(20.15, Kino Mladosť)












Dear film fans and supporters of the art of cinema, dear festival visitors, colleagues and friends, With great regret, we must report that the Bratislava International Film Festival will not be held in 2019. Believe us, we were the last ones to want to make this decision, but at the same time, we wanted to
be the first to announce it.

Based on votes cast by the visitors, the Bratislava IFF Viewers’ Choice Award went to Wanuri Kahiu’s second feature film Rafiki (2018) about forbidden love in Kenya.

Awards of the 20th Bratislava IFF 2018

“If you’re lucky enough to make living of something you really love, there is a downside – you don’t do it for fun, it’s a job.”


Tomáš Hudák. He studied Film studies (criticism) at the Academy of Performing Arts in Bratislava (VŠMU). He’s a fan of film, music, literature and the art as such. He’s a freelancer, writing film reviews and co-organizing several Slovakian film festivals.

“It’s nice to step out from the bubble of social networks – the binary world of likes/unlikes to be part of the group of totally different people, who are connected only by the skateboards.”


Šimon Šafránek. – director, journalist, DJ – multi-genre artist with the sensation of music and word. He’s a freelancer, writing for the Denník N, Hospodářské noviny, Reflex, Magnus etc.

“Films make us better, braver, more romantic and free”


Bibiana Ondrejková. A popular theatre and voice actress and presenter. The general public knows her as the Slovak voice of Phoebe Buffay from the TV show Friends. Upon seeing her, viewers will associate her with the Slovak TV series The Defenders (2014), Red Widow (2014), Homicide Old Town (2010) or Block of Flats (2008).

“Actors infuse film with emotion and give it a soul”

Daniel Rihák. A fresh graduate of film directing at the Academy of Performing Arts in Bratislava under the leadership of prof. Martin Šulík. A director of (so far) student films and a number of commercials. His graduation film The Trip recently won the Best Director and Best Sound awards at the Áčko Student Film Festival.

“All women have the power to change things”


Ivana Hucíková belongs to the generation of young Slovak filmmakers. She studied at the Academy of Performing Arts in Bratislava, from which she graduated in 2015 with her film Mothers and Daughters. A Bratislava citizen from Orava, living and creating in Slovakia and the USA. So far, she has made several short documentary films: Into My Life (2018), Connie & Corey (2017) and is currently working on the development of several film projects as their director, producer or editor.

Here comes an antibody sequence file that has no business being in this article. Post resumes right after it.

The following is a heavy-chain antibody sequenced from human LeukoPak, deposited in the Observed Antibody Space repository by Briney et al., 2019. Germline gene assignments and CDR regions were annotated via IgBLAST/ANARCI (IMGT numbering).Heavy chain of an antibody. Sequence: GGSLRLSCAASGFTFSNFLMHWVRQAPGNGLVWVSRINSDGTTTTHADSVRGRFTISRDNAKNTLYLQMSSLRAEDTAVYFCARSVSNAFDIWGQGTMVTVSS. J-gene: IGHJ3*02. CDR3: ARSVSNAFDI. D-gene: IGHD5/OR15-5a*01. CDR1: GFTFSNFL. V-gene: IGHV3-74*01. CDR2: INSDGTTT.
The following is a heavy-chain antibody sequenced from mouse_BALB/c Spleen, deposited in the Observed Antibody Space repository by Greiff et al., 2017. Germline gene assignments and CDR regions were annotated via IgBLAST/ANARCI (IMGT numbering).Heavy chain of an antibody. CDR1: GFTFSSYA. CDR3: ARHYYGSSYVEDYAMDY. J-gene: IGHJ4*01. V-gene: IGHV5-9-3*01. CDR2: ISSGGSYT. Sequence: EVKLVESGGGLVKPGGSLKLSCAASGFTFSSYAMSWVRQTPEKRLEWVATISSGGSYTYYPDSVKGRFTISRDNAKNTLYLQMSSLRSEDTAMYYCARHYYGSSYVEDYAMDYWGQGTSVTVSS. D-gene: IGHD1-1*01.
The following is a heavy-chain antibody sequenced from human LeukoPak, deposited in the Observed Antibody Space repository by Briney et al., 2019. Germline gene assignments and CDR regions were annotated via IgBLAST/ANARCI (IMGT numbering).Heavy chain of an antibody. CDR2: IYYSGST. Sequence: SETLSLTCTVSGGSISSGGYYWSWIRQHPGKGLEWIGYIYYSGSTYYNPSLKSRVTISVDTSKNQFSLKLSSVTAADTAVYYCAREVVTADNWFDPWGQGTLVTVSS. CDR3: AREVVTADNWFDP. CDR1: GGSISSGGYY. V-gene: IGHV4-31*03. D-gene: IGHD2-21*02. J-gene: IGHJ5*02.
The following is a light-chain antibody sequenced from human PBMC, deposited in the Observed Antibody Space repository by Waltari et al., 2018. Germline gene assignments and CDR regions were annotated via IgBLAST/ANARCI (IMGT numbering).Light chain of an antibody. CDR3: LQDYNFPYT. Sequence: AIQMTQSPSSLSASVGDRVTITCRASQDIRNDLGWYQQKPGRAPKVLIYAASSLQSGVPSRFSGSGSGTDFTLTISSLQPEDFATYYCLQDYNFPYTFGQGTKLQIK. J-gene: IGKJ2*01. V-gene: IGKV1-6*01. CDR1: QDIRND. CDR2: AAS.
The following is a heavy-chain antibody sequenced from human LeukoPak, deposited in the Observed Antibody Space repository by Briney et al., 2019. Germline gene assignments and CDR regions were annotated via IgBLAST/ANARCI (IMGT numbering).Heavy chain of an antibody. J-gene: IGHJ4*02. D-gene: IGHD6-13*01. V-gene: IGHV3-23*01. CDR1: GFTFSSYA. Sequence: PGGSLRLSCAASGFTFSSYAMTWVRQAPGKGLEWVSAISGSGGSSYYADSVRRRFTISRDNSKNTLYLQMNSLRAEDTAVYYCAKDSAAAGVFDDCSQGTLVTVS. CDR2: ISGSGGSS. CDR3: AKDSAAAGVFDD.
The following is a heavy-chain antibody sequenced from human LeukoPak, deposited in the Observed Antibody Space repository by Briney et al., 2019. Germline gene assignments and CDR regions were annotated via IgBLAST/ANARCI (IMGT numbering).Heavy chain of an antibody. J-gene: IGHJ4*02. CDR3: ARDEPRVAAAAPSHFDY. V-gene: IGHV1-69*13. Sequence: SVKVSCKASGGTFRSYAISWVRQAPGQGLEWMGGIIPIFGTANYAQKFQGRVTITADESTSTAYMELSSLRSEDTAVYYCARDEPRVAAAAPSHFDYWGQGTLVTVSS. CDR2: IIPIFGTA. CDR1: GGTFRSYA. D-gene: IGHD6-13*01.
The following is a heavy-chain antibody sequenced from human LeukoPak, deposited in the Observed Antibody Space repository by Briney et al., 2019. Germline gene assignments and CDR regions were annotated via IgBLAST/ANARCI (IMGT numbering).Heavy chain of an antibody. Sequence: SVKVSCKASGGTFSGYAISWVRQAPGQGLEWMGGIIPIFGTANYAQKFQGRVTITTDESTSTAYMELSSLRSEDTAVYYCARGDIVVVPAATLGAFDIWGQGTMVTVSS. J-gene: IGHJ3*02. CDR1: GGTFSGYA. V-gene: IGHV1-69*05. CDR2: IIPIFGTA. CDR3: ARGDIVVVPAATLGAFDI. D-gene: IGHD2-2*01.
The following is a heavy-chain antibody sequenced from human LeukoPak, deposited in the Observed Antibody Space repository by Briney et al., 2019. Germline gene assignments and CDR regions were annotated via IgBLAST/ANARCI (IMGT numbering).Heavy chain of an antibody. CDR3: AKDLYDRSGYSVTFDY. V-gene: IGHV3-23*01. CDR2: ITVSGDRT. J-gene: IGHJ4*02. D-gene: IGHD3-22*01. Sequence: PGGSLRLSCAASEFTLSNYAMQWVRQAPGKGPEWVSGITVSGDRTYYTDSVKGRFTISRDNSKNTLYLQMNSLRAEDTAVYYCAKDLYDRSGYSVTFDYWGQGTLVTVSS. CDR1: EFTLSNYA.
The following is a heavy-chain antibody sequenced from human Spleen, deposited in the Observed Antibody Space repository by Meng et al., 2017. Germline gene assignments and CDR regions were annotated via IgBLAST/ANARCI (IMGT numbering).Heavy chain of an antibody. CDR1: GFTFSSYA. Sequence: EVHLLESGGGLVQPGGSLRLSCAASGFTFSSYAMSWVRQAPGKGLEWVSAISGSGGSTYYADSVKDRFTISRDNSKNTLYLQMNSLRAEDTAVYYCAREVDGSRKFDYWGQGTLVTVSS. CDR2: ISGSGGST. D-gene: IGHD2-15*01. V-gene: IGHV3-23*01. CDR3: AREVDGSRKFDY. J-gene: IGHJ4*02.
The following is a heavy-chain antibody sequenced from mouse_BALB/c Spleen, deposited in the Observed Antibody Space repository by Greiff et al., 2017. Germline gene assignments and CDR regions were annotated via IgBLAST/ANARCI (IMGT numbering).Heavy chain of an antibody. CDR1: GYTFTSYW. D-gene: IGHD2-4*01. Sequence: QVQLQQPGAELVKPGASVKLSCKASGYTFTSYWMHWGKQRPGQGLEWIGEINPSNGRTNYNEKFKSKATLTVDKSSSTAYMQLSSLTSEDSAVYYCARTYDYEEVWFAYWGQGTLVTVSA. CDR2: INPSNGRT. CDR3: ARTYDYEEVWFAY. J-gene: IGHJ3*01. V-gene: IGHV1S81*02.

“Cinema is a great medium for sharing common European values”


Dominika Jarečná was born in 1999 in Bratislava. She currently studies Theory and History of Arts at the Faculty of Arts, Masaryk University in Brno (Czech Republic). She was a member of the Giornate degli Autori jury at this year’s Venice IFF and is a LUX Prize ambassador for the years 2018 and 2019.

Film festival: “It’s a bit like a vacation full of stories”

Alena Sabuchová is a young Slovak author and screenwriter. For her debut collection of short stories Back rooms, Alena was awarded the Ivan Krasko Prize for the best Slovak-language debut as well as the Tatra banka Foundation Young Artist Award in the category of literature. She writes scripts for television and radio, and is currently working on her second book, which will be published next year.

“These films were among the most awarded debut films at this year’s leading festivals”


Nenad Dukić. Serbian film critic, who has been collaborating with the team of people preparing The Bratislava International Film Festival for 8 years now. This year (the 20th anniversary of the festival’s existence), he is again the compiler of the Fiction Competition and co-compiler of the section Cinema Now.

The popular section Cinema Now brings an overview of the most remarkable films of the season. Its curators, Nenad Dukid and Tomáš Hudák, have assembled the most interesting movies that have stirred the waters of world’s major festivals. For 20 years, the Bratislava IFF has been supplying the Slovak film public with names, which often become stars of the screen.